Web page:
Over an average week, adults in the United Kingdom living with chronic disease spend 61 minutes (9%) less on moderate activity — such as gardening, brisk walking and housework — and 3 minutes (11%) less on vigorous activity — such as running and aerobics — than their healthy peers.
Perhaps this comes as a surprise. After all, few of us would question the health benefits of keeping moving and getting our heart rate racing. Physical activity guidelines, such as those developed by the UK’s National Institute for Health and Clinical Excellence, specifically refer to the importance of increasing physical activity for chronic disease management.
So why have we observed a gap in activity levels between those living with chronic disease and those without?
Our research, recently published in the International Journal of Epidemiology, canvassed more than 96,000 adults aged 40 years or older from the UK Biobank, of whom 44% had at least one chronic disease. Among the people with chronic disease, the average age was 63.5 years for women and 65.5 years for men.
We measured physical activity levels of both groups using accelerometers (devices that record ‘bodily movement’ and are worn like a watch on participants’ wrists) over 7 days, then categorised their activity by degree of intensity.
Unlike many previous studies that have relied on self-reporting of activity, which is inevitably subjective and often fails to capture routine or brief movements such as climbing the stairs, our objective measure offers a more accurate and complete picture.
One explanation for the difference is that those with chronic disease have been ‘habitually’ inactive, often long before their condition first manifested. After all, physical inactivity is associated with an increased risk of major chronic disease and, once risk becomes reality, it can be difficult for individuals to change their activity levels.
Indeed, some chronic diseases, such as respiratory or cardiovascular disorders, can limit people’s capacity for exercise, owing to a reduced supply of oxygen, while musculoskeletal disorders can affect their ability to engage in everyday activities. Mental health disorders might affect motivation to be active and, across the entire study population, we found that those with mental health disorders had the lowest levels of moderate activity, spending 2.4 hours less per week on this type of activity than those without any chronic disease (their healthy peers were moderately active for an average of 11.8 hours per week).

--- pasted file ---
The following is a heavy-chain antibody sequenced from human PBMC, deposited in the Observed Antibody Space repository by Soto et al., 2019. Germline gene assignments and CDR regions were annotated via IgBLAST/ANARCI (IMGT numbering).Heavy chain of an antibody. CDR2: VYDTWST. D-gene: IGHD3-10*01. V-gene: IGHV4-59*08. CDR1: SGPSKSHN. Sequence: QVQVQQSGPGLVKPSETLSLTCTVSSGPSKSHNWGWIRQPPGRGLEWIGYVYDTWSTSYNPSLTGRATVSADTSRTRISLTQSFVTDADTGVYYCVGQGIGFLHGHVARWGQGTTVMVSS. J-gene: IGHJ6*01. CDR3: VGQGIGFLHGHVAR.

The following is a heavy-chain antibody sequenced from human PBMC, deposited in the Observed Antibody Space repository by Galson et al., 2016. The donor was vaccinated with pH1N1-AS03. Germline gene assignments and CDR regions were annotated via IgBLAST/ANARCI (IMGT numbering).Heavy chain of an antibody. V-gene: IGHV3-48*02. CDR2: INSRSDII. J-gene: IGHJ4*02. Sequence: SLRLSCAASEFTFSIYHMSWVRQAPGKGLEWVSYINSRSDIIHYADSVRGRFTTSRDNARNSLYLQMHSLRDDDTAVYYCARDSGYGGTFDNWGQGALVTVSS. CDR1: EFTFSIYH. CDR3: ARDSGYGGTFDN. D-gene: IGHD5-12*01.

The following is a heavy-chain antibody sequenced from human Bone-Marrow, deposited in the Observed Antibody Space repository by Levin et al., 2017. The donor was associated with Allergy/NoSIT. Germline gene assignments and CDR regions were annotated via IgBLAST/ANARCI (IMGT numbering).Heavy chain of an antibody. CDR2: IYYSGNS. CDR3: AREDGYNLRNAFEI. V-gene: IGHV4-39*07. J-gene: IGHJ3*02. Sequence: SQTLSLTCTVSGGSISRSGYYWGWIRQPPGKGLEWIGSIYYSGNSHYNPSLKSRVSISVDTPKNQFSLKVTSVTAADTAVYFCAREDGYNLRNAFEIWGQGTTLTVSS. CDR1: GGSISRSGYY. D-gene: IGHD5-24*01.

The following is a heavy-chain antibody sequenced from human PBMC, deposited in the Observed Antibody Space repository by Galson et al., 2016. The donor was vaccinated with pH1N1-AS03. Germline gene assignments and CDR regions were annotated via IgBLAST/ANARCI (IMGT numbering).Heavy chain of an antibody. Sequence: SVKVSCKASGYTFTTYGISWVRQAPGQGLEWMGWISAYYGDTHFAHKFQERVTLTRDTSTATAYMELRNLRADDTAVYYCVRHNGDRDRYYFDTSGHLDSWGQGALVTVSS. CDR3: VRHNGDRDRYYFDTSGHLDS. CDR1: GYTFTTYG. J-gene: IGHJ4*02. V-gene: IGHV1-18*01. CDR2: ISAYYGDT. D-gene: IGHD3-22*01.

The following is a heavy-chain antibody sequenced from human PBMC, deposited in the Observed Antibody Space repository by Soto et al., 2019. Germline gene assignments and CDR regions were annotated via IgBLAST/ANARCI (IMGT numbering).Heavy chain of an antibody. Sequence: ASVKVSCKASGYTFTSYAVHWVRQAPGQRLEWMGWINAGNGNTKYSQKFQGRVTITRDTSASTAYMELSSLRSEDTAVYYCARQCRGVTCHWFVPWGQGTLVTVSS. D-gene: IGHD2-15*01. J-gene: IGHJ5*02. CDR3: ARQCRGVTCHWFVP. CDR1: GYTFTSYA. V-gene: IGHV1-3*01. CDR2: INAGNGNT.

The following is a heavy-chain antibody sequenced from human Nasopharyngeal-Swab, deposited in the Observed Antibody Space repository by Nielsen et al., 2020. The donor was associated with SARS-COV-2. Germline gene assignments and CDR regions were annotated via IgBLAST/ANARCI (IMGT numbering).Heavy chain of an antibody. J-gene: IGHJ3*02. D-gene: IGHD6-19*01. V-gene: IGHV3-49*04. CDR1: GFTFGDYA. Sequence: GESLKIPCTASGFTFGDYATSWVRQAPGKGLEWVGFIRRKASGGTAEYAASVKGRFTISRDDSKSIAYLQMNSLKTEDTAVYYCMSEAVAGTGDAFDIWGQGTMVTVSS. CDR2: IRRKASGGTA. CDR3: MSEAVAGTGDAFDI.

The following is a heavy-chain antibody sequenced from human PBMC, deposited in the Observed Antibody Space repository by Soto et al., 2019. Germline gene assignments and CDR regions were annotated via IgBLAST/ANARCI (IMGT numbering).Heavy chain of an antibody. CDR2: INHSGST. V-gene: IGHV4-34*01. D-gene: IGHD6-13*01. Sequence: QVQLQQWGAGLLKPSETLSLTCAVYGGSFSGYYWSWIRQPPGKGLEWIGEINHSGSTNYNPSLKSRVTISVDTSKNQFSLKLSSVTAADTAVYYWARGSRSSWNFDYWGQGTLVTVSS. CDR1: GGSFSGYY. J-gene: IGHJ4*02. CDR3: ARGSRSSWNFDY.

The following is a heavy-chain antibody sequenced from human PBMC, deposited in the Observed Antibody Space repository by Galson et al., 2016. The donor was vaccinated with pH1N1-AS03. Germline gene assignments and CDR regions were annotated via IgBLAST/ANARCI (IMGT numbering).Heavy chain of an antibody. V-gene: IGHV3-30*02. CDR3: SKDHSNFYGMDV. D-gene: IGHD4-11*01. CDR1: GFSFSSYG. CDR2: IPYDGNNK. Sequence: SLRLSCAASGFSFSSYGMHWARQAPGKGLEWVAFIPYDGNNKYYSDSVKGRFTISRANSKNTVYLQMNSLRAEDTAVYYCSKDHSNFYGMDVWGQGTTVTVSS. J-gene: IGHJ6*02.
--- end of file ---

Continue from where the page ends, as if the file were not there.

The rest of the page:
However, not all chronic conditions directly affect capacity for exercise. Therefore, we must consider other factors, such as the possible impact of the ‘sick role’. The very fact of having a chronic disease seems to influence people to be less physically active. So functional and behavioural limitations may both be at the root of this difference in activity.
It is therefore crucial that those with chronic conditions receive appropriate clinical guidance and targeted programs to ensure they accrue the health benefits of adequate physical activity — recommended to be at least 150 minutes of moderate intensity activity per week for adults — and stem the onset of progressive and multiple disease profiles.
Barker J, Smith-Byrne K, Doherty A, et al. Physical activity of UK adults with chronic disease: cross-sectional analysis of accelerometer measured physical activity in 96,706 UK Biobank participants. Int J Epidemiol 2019; Feb 5. https://doi.org/10.1093/ije/dyy294.